Pakistan is a country in the Middle East and is the sixth most populous country in the world. This Islamic country is bordered by India and Iran, as well as a few others. Like many developing countries, there are areas that have been modernized, and other areas that are in abject poverty. In an attempt to fight insurgents, the Pakistan Telecommunication Authority (PTA) has recently submitted an order to shut down the BlackBerry Enterprise Services, specifically BlackBerry messaging and e-mails. The question is, with approximately 660 GBPS supposedly being monitored and stored from the country’s fiber optic network, where is the line drawn between citizens’ privacy, and national security? That is a good if not the best reason to use a VPN.
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Since BlackBerry Enterprise Services are encrypted and stored off-shore, they present a problem to surveillance. Though BlackBerry Limited has agreed to cooperate with the PTA under lawful orders, they state they have never offered unfettered access to their BES servers. Because of that, the government has ordered the shutdown of their encrypted services for all mobile users. The BlackBerry in Pakistan will effectively become just like a normal cellular phone. Six days prior to this announcement, the Pakistanis stated they were going to increase surveillance on electronic communications. If you are traveling to or living in Pakistan, all of your communications should be done with a VPN.
Given the increased monitoring, let’s discuss some reasons for using a VPN in Pakistan. Clearly, the government does not like encryption. By using a VPN, you could create a secure connection to a server, possibly in another country. The government sees this kind of traffic as encrypted, but is unable to see specifics. Whereas we do understand the need to protect national security, Pakistan has widespread corruption on almost all levels. There are big opportunities for data to be mishandled.
As we mentioned, BlackBerry Enterprise Services are blocked, but so are things like Voice over IP (VoIP) and Skype. Imagine you were traveling to Pakistan on business and you wanted to speak with your loved ones from your country. Since the voice program Skype is blocked there, the way to access it would be to connect to a VPN and you would be able to get around that restriction. The same could be said with the popular premium internet streaming service, Netflix. There is currently no form of Netflix anywhere in the Middle East. Providing you had a paid subscription, you would simply connect to a VPN and you could view whichever region you wanted to. Of course, this will also help unblock websites or channels that may be geo-blocked there.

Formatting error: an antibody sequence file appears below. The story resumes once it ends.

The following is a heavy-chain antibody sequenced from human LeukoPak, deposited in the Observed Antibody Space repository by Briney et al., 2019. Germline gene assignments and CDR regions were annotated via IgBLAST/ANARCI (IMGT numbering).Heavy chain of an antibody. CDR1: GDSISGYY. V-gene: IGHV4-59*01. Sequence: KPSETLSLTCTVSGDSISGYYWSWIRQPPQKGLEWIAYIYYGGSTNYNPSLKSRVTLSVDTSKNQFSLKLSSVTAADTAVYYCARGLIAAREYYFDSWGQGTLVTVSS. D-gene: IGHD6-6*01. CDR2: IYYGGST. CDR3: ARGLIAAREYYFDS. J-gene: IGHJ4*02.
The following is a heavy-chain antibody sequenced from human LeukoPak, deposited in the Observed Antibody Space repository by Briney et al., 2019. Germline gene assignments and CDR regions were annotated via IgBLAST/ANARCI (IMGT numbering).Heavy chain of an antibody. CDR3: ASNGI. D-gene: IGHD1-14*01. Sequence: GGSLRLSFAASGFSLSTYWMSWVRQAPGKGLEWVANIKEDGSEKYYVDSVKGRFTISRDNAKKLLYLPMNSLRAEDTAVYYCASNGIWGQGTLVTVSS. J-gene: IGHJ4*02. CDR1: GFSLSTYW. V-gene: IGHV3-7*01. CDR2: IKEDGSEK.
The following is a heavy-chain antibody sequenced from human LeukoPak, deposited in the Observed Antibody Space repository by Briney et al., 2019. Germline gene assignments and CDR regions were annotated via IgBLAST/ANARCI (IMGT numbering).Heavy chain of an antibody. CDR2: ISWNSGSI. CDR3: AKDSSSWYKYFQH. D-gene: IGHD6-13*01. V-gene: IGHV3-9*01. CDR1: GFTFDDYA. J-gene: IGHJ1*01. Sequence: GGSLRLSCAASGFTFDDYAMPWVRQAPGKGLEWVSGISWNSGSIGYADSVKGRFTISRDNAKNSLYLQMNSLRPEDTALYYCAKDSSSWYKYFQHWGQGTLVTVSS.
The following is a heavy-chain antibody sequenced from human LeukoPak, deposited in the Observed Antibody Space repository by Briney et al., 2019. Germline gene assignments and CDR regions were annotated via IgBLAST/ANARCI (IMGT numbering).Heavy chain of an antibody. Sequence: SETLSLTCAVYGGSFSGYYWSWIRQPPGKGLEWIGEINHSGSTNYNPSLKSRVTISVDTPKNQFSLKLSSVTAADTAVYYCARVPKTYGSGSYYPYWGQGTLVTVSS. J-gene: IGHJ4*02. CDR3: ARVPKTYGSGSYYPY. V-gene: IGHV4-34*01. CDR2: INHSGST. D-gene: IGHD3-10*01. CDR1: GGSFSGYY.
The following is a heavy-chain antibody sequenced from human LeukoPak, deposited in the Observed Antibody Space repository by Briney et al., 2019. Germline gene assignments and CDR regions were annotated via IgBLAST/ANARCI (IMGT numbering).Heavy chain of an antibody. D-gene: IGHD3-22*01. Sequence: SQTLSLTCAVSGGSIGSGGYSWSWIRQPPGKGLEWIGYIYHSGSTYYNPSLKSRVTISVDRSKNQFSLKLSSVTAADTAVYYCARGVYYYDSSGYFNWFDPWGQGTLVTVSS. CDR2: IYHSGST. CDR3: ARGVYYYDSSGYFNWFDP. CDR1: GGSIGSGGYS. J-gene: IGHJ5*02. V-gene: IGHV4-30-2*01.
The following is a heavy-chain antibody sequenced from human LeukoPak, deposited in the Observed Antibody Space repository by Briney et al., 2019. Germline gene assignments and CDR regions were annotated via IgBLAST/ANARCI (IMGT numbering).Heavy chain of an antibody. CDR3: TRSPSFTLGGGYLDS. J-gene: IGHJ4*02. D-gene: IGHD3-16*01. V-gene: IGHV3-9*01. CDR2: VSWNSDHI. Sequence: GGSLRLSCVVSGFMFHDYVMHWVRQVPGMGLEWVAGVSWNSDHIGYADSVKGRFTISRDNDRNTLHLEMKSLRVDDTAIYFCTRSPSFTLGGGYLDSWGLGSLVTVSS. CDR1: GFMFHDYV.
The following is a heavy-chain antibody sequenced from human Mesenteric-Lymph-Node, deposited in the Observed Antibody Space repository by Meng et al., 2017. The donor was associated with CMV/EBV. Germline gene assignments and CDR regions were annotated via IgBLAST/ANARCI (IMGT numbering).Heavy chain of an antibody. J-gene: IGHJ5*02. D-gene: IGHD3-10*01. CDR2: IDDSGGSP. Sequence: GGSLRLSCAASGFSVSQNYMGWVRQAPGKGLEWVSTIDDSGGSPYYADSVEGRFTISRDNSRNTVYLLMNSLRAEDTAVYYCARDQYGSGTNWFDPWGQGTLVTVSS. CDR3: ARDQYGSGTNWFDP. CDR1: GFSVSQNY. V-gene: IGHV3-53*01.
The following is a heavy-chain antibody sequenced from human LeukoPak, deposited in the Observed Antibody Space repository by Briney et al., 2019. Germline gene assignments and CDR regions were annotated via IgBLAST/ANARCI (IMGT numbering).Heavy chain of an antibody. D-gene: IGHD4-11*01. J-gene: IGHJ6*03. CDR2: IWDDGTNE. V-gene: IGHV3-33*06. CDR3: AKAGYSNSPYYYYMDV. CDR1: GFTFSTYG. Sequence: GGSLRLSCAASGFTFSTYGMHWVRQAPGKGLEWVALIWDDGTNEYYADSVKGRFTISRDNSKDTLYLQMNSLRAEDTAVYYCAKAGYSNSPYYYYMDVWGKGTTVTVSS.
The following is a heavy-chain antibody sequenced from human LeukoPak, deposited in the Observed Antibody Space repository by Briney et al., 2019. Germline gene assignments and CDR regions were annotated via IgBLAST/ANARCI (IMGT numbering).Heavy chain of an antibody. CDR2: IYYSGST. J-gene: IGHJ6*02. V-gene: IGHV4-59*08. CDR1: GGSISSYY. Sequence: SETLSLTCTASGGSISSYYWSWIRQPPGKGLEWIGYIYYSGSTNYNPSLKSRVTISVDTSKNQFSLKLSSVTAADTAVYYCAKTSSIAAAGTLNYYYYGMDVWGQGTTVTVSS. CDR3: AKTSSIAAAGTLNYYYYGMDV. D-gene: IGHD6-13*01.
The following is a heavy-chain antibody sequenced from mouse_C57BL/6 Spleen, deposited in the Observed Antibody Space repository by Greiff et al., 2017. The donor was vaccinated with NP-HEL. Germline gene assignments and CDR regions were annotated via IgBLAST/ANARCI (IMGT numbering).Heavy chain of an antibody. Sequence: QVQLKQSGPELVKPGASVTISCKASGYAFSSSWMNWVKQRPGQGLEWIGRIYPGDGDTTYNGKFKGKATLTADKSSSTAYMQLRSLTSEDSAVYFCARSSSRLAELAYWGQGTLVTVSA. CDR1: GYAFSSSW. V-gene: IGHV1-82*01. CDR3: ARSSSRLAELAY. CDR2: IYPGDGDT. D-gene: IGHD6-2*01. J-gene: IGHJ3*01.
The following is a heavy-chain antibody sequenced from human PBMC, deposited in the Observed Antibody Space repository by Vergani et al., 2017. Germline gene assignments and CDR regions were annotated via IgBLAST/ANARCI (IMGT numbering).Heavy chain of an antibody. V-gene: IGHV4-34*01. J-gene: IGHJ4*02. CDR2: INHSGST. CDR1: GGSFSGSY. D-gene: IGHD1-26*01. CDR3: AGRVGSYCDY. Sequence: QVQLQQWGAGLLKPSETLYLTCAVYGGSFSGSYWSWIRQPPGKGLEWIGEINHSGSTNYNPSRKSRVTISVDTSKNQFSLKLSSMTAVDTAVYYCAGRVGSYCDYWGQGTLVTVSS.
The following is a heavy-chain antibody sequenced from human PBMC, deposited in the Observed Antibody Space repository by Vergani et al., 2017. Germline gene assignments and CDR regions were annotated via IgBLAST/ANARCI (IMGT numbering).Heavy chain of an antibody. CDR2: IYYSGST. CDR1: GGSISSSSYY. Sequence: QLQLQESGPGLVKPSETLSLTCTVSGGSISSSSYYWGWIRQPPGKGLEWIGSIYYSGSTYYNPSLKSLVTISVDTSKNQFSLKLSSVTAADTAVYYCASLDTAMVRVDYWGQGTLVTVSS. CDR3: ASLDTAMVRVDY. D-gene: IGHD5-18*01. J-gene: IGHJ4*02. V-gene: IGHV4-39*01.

By now, the advantages of using a VPN in Pakistan should be relatively clear, but we will go over them again. The best reason to use a VPN there is for security. Even if we were to remove the government’s oppressive monitoring of internet traffic from this equation, there are still plenty of other people that would love to get their hands on your private data. VPNs provide a layer of encryption to your web browsing in order to protect your privacy.
The second reason is to unblock access to blocked content or sites. As you see, the government is blocking access to certain websites and applications inside Pakistan. Companies can also block content if you are located outside of a targeted area, based on IP. A VPN will help you gain access to both scenarios. Which provider should you choose though?
We have some good recommendations for Pakistan regarding which options to choose. Though all of our options use secure encryption, using the OpenVPN protocol would always be your best choice whenever possible. If speed is of the essence, you would use OpenVPN (UDP). That is the best option for Skype, VoIP, online gaming, or even using streaming services like Netflix. If you have connection issues and problems with the connection dropping, your favored option should be OpenVPN (TCP). The latter may slow the connection somewhat, but the data goes through error checking. To stream or connect to a VPN by using a mobile network, you can also look into other protocols including L2TP and IKEv2 for good privacy.
If you want to unblock content or secure your data, we recommend ExpressVPN. They don’t keep logs and have a kill switch feature, so it insures your web activity is secure. If you want to try your hand at streaming Netflix, ExpressVPN again is the best choice. They have a ver large network, and offer a mobile client as well, so you would only need to connect, and you would be able to stream from the countries with the largest content libraries. The US has the biggest one for now.
If you just want to have access to geo-restricted content, you would want to pick ExpressVPN MediaStreamer. Their Smart DNS service will aid in unblocking channels without the slight speed loss. Since all major cities in Pakistan offer broadband speeds from 1-50 mbps, we would suggest going with the encrypted option. We would not recommend trading security for speed. Whereas speed is a problem if you are trying to stream in some cases, since you only need a speed of 800 mbps, there should be no degradation of quality. The extra layer of encryption is worth any speed loss.
In the interest of clarity, please take a look at our top 10 VPN services if you would like other options. The options we mention in this post are the best overall, so you probably won’t need to. We used security, speed, and price as criteria in our choices. In addition, we also picked the ones with large numbers of network servers you may wish to connect to. Reliable VPN providers will secure your privacy and have fast networks for streaming high definition content from other countries. Our choices do both.